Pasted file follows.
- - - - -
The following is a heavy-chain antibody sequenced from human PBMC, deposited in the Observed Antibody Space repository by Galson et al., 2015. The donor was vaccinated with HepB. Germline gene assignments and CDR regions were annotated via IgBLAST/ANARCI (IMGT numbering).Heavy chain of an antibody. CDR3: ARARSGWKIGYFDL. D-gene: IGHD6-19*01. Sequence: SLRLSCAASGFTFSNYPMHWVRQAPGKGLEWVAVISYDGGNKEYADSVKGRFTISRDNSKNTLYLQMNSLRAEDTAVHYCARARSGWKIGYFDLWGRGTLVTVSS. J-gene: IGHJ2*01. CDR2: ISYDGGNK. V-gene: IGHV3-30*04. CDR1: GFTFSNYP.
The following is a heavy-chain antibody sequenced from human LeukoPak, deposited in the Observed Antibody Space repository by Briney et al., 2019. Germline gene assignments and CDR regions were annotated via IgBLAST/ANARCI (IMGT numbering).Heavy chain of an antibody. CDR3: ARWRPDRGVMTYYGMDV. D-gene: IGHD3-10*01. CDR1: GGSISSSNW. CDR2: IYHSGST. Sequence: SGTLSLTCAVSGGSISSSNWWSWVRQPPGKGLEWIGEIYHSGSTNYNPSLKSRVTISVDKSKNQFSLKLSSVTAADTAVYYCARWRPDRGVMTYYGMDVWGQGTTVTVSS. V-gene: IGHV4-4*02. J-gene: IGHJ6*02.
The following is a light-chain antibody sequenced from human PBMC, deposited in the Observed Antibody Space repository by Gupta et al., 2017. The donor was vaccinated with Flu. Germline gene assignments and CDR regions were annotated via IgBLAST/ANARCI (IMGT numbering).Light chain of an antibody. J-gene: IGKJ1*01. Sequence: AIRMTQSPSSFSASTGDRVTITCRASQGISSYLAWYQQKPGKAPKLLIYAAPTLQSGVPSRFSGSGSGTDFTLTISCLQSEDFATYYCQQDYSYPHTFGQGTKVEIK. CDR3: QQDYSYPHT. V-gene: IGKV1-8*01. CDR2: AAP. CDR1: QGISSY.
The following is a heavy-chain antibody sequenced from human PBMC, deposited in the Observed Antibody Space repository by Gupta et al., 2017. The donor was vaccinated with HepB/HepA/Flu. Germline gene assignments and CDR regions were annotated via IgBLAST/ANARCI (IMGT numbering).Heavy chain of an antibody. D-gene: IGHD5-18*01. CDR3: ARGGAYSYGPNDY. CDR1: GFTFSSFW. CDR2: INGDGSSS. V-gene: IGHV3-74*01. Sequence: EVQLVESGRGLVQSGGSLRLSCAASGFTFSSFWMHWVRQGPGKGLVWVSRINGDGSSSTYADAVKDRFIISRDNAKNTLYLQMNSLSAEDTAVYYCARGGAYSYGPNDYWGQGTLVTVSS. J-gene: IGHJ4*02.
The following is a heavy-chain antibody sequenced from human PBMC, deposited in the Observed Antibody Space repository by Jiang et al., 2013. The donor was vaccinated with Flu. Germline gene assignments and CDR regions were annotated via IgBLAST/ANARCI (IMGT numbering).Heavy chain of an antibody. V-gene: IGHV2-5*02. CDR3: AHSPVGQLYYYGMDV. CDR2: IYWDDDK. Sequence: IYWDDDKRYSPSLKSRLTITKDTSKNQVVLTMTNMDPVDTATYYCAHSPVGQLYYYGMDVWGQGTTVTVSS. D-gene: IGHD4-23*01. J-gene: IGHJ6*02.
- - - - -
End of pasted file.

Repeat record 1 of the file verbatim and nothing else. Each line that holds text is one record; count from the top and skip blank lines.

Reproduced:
The following is a heavy-chain antibody sequenced from human PBMC, deposited in the Observed Antibody Space repository by Galson et al., 2015. The donor was vaccinated with HepB. Germline gene assignments and CDR regions were annotated via IgBLAST/ANARCI (IMGT numbering).Heavy chain of an antibody. CDR3: ARARSGWKIGYFDL. D-gene: IGHD6-19*01. Sequence: SLRLSCAASGFTFSNYPMHWVRQAPGKGLEWVAVISYDGGNKEYADSVKGRFTISRDNSKNTLYLQMNSLRAEDTAVHYCARARSGWKIGYFDLWGRGTLVTVSS. J-gene: IGHJ2*01. CDR2: ISYDGGNK. V-gene: IGHV3-30*04. CDR1: GFTFSNYP.